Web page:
In today’s age, filmmakers have more of a responsibility than ever to make cinema that is not just entertaining, but is also socially relevant on some level.

Many a films in the last few years have broached upon the subject of exploitation and mistreatment of women, but few come as close as renowned Marathi National Film Award winning filmmaker Gajendra Ahire.

Ahire, who has made some hard-hitting, powerful films like Anumati, Shewri and Not Only Mrs. Raut has in an auteur in that sense with recurring themes of women exploitation, dysfunctional families and suppression by traditional society in almost all of his films. His latest film, The Silence, is perhaps his best work to date. Starring Anjali Patil, Raghuvir Yadav and Nagraj Manjule (of Sairat fame), The Silence is a layered work that looks at misogyny, sexual abuse and tells us what it is really like to be a woman in India. We spoke to the director himself about what went into the making of his latest work. Read on.

In a time when rape victim stories have the risk of boring the viewer (due to so many of them today), what prompted you to pick up this story?
The story was my producer Ashwini Sidwani’s. I shared her passion for wanting to tell the story about child sexual abuse and that too when the culprit is within the family. While researching the story, Ashwini had spoken not just to the victim on whose story the movie is based but had spoken to other victims as well. As a result, we’ve been able to give a realism in the film that is very uncommon.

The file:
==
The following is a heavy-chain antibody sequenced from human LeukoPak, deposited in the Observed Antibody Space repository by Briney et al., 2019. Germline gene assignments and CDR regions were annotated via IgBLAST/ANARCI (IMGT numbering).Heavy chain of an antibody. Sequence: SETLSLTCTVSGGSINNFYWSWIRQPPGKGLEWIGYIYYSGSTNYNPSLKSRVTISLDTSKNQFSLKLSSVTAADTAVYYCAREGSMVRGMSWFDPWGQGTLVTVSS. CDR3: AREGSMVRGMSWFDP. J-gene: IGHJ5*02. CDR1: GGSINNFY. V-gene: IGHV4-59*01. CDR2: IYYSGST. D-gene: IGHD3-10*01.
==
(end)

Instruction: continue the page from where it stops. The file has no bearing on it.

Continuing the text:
The film has a powerful cast including Anjali Patil, Raghuvir Yadav and Nagraj Manjule. Tell us a bit about the process. How was it working with such a diverse cast?
I have been fortunate to have worked with several extremely talented actors like Nilu Phule and Shreeram Lagoo. Great actors according to me, are easy going and follow simplicity and this I’ve found in the cast of The Silence. I don’t have to direct them, I just have to explain the character to them.
The film is minimalistic when it comes to the music. What was your brief to Indian Ocean?
After we had done the rough editing of The Silence, we felt that we needed different kind of background music and hence decided to bring Indian Ocean on board. I sent them the rough edit and they immediately understood what was required including the need for minimalist music and the use of silence. They incorporated the music within the edit and sent it back to me and we were good to go with the bulk of the music.
The beautiful, bright shots are juxtaposed with the looming violence and darkness of the story. Was this a conscious decision by you and your DOP, or something that happened organically?
For me, the script dictates everything. The pace of the script will determine the types of locations, the shots and the angles that are used. The Silence demanded that the pace of the film be slow to allow the audience to experience the emotions. As a result, you’ll see wide sweeping lush landscapes and shots of small claustrophobic rooms. We’ve used silence as another means to allow the user to experience emotions.
What is next for the team of The Silence and for yourself? Tell us a little about your upcoming projects.
My next project is titled Pimpal which is about a retired widower’s quest to find his roots; his home. It stars Dilip Prabhavalkar, Priya Bapat and Kishore Kadam.
Pimpal has just begun its festival journey and we would be looking at a mid-2018 release for it.